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  5. "Senin seyahat programını bil…

"Senin seyahat programını bilmiyorum."

Translation:I do not know your travel schedule.

October 21, 2015

10 Comments


https://www.duolingo.com/profile/ErikRempe

Gezi and seyahat are they synonyms?


https://www.duolingo.com/profile/AlexinNotTurkey

Not really, gezi has implications of a long distance, normally between far away cities or countries :)


https://www.duolingo.com/profile/ErikRempe

Program - ın (your) - ı (noun compound). Right?


https://www.duolingo.com/profile/AlexinNotTurkey

Nope, a noun can only ever have one possessive suffix on it and noun compounds are formed using a possessive suffix :) Basically, if you have possession on a noun with a noun compound, the suffix for the noun compound never shows up. :)

So: Program - ın (your) - ı (accusative)


https://www.duolingo.com/profile/gerbil67

I always hear "travel plans"... travel schedule or travel program is a very formal way of putting what you are doing on holiday. could this be travel plans as well or would it have to be be different when said in turkish.


https://www.duolingo.com/profile/AlexinNotTurkey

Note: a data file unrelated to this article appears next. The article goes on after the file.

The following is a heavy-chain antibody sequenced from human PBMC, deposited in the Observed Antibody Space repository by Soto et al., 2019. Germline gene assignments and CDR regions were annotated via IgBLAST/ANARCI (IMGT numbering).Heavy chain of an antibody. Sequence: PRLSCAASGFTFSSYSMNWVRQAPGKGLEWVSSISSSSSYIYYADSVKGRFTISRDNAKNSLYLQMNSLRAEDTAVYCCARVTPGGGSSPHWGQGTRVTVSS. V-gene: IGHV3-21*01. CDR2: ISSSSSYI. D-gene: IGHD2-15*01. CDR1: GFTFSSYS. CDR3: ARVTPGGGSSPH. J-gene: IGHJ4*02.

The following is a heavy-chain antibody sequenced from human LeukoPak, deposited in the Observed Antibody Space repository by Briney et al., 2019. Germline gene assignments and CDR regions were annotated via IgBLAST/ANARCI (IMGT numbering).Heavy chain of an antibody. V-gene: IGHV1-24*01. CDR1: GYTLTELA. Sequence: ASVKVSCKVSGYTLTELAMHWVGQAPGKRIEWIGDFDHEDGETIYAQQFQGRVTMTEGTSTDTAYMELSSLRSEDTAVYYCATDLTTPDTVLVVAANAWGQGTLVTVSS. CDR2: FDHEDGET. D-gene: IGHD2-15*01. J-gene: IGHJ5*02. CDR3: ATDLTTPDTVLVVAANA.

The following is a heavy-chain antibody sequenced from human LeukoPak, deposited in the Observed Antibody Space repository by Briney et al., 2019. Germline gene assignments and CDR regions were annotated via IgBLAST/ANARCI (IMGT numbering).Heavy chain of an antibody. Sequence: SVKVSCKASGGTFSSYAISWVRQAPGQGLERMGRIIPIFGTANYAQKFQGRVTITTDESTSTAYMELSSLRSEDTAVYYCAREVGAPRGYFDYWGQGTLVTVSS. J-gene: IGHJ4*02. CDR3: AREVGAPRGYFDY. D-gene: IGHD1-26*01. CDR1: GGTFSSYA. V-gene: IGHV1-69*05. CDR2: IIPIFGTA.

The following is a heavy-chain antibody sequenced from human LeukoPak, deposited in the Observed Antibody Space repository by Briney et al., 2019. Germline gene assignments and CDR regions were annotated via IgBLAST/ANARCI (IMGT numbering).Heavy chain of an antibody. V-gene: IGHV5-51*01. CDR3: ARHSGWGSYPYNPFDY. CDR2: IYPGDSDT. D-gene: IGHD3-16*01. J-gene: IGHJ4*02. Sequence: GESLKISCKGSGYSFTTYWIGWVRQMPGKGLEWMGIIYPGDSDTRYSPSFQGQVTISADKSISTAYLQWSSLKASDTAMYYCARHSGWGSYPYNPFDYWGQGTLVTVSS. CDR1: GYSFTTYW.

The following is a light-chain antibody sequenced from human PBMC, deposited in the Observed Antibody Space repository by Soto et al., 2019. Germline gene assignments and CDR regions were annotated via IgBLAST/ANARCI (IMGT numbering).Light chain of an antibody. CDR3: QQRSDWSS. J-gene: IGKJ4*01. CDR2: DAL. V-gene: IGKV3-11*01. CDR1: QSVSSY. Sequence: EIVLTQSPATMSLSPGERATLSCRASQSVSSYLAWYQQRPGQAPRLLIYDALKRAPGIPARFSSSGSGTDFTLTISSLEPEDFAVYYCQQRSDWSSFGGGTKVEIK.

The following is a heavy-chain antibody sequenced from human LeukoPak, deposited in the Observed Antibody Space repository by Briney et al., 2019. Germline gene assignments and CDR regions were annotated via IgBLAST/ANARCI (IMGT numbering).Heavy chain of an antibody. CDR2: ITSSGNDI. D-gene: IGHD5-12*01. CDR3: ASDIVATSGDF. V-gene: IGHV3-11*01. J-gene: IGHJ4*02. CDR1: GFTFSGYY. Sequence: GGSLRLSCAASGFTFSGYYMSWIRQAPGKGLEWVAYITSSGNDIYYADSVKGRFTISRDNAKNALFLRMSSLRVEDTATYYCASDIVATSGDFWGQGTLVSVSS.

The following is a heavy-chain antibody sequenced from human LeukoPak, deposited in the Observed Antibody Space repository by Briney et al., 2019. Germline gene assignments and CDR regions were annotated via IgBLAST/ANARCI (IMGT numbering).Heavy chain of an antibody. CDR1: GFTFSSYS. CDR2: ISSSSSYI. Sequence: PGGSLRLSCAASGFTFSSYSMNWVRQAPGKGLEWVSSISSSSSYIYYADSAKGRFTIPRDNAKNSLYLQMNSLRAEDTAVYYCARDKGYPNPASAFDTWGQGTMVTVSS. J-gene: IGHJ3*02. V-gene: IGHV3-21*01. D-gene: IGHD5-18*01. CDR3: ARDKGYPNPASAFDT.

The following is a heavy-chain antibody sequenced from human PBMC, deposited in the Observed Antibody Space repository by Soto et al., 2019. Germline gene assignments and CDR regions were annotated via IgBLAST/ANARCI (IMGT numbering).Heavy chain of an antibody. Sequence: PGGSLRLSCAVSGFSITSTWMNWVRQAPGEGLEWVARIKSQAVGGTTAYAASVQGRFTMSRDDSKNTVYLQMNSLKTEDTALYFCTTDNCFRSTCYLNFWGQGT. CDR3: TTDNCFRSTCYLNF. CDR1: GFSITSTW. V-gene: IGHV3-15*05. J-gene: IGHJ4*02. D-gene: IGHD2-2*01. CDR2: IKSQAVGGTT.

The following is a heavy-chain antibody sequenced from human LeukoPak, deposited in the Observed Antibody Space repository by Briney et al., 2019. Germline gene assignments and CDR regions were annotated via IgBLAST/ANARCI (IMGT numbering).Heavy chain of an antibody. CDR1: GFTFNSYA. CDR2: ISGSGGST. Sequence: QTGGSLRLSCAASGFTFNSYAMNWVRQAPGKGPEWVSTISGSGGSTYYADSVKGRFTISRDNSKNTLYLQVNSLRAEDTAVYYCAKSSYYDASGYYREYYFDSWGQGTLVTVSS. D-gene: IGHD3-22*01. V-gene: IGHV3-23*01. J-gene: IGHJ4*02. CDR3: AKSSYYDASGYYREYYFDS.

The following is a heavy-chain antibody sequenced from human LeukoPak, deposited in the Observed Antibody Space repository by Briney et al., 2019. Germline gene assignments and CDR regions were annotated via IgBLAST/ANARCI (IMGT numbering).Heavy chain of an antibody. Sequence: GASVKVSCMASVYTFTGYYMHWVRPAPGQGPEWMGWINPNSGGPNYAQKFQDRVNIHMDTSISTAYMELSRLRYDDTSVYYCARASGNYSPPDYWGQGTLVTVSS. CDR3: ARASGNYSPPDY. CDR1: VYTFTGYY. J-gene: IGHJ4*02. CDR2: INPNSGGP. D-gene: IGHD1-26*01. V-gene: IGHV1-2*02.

I would say "planlar" in that instance. The above sentence makes it sound like you are on a fixed schedule while your sentence sounds much more relaxed :)


https://www.duolingo.com/profile/Chris965463

hi in real English "plan" should be accepted. I do not know your travel plan or plans - yes there may be a specific word for plan but the real life translation of that would be "I do not know your travel plans". the literal is I don't know your travel program. But no one would say or write that in English BUT its not wrong as such


https://www.duolingo.com/profile/SuhailBanister

Would "program" refer to train, plane, or bus schedules, or is another word used?


https://www.duolingo.com/profile/soniacqua

is the phrase "seyahat programını bilmiyorum" also correct, meaning "I don't know the travel program"?


https://www.duolingo.com/profile/AlexinNotTurkey

That is correct, but we included the word "Senin" in the Turkish sentence, which clears up any ambiguity.

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